Suddenly 6 thugs appeared out of nowhere, two were armed with knives. There was no demand for money or jewelery. Two of them threw me to the ground and my vision exploded into a million stars as as my head hit he pavement with a loud thud.

One of the thugs sat on me and started prying the rings off my fingers and the bracelet off my arm whilst the other held a knife to my throat and grabbed my cell phone and shoes that had come off when I hit the ground.

As suddenly as the attack started they disappeared and I lay barefoot in the rain on the pavement crying from the pain in my head. My only thought was that my partner was dead as four of them had attacked him and through the commotion I could hear them shouting that they were going to stab him.

Suddenly he was at my side to help me and though I could hardly think straight from the pain, shock and fright I was relieved that he was alive.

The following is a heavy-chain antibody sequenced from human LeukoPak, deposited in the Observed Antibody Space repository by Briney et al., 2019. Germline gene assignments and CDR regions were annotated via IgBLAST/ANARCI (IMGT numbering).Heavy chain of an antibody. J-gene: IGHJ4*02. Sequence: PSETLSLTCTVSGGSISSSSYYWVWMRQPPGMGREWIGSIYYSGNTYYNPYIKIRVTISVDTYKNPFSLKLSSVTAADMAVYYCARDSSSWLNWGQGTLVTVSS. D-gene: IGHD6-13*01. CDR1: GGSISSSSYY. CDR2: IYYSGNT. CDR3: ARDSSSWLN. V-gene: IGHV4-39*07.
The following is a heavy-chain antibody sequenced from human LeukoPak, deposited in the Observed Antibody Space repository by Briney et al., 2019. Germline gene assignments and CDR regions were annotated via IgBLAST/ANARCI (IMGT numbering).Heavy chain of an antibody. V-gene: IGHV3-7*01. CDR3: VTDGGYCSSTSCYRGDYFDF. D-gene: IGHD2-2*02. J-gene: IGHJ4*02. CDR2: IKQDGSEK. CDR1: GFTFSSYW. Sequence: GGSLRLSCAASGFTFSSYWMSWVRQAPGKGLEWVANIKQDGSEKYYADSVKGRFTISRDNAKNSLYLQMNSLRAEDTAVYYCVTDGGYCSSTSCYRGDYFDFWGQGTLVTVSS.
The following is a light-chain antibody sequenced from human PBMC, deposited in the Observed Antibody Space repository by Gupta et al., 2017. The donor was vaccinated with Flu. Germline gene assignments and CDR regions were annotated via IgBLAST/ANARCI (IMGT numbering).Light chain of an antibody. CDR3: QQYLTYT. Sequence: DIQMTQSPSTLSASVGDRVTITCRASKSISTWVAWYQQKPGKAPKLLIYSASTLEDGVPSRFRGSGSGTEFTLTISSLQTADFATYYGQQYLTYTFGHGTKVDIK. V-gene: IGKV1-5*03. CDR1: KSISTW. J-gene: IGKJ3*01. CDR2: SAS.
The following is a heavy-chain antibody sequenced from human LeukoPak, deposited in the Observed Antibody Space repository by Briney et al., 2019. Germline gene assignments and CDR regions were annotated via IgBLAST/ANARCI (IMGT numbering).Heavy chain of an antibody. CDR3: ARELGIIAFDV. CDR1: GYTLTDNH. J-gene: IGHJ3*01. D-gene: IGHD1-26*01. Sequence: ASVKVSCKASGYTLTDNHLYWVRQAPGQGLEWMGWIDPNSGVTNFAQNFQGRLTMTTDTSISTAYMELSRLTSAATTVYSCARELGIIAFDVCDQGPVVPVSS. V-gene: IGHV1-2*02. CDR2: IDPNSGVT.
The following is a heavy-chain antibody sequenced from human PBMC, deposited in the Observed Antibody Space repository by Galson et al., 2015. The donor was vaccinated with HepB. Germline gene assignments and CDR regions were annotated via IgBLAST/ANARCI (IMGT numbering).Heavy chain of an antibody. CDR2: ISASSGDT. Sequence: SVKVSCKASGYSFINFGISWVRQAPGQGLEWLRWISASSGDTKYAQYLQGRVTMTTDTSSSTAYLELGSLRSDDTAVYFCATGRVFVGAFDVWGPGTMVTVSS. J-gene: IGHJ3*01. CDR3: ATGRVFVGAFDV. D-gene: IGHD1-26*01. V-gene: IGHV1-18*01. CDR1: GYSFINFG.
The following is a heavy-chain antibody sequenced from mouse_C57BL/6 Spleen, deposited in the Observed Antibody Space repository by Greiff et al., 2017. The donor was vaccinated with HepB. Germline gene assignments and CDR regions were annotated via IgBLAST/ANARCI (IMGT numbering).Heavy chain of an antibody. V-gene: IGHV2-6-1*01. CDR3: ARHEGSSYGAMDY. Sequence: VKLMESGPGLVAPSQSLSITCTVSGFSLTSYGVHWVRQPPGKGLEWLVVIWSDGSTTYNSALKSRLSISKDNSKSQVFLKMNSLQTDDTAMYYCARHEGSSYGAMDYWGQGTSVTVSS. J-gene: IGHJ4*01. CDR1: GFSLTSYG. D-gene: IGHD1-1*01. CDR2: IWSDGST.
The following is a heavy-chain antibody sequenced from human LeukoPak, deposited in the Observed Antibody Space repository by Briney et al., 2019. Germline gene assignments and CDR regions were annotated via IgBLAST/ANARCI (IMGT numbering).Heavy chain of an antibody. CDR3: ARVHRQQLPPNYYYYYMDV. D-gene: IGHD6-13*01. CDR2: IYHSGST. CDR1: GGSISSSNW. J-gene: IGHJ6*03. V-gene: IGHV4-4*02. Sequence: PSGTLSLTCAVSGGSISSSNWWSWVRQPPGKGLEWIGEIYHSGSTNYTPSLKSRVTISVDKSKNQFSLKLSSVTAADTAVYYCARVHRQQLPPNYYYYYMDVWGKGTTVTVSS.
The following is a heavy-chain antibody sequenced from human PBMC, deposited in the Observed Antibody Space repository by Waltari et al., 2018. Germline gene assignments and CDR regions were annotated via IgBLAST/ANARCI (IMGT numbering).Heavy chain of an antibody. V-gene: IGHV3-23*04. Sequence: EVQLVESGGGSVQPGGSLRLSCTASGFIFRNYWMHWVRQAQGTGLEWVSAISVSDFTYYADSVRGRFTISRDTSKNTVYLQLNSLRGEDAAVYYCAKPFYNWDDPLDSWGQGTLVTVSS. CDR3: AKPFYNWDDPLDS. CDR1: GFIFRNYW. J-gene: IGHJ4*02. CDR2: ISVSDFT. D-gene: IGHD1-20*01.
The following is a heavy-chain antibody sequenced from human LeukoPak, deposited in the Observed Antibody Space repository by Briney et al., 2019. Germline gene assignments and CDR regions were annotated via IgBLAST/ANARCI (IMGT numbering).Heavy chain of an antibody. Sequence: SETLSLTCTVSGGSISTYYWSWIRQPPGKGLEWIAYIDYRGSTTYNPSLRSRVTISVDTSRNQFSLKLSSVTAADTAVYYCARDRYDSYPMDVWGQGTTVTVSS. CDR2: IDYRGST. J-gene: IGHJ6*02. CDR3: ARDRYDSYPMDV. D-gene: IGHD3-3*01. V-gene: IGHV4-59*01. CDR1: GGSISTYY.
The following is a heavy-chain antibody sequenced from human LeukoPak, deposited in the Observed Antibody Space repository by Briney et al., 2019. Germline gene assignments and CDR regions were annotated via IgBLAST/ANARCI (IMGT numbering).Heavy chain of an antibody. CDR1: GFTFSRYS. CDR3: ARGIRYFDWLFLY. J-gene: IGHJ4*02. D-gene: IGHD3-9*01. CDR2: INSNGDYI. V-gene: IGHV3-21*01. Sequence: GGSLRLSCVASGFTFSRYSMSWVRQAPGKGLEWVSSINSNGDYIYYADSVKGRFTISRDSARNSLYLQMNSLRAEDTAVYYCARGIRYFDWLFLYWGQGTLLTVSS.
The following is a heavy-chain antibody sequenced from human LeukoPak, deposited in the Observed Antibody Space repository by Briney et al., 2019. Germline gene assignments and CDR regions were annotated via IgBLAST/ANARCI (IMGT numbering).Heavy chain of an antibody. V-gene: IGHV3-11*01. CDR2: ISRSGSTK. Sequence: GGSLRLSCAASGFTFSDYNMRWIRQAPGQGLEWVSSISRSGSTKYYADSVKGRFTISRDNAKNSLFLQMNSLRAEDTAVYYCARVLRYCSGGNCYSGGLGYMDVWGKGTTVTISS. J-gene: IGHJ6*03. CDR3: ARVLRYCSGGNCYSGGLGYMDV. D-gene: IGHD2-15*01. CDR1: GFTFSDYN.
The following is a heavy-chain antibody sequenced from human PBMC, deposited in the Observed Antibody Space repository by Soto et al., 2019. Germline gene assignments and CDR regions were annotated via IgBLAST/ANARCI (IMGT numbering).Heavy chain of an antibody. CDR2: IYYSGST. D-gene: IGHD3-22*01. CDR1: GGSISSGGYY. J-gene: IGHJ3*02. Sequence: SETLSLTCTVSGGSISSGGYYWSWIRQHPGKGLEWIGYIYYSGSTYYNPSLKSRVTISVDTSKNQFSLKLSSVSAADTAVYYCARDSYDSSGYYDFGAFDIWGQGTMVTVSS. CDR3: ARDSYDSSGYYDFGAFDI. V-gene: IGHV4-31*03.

Of the four who attacked him one was armed with a knife and kept lunging at him whilst the other three tried to empty his pockets and throw him to the ground. As the knife wielding thug lunged at him he stood his ground and managed to punch him to the ground. This caused the rest of them to turn and run.

The violence of the attack caught us both by complete surprise and separated us, each to fend for himself as best he could. Had they surrounded us and asked for the jewelery and cell phone and whatever money we had on us we would have handed it over. There was no need for the violence. Muggings are commonplace on our beachfront with many tourists being attacked on a daily basis.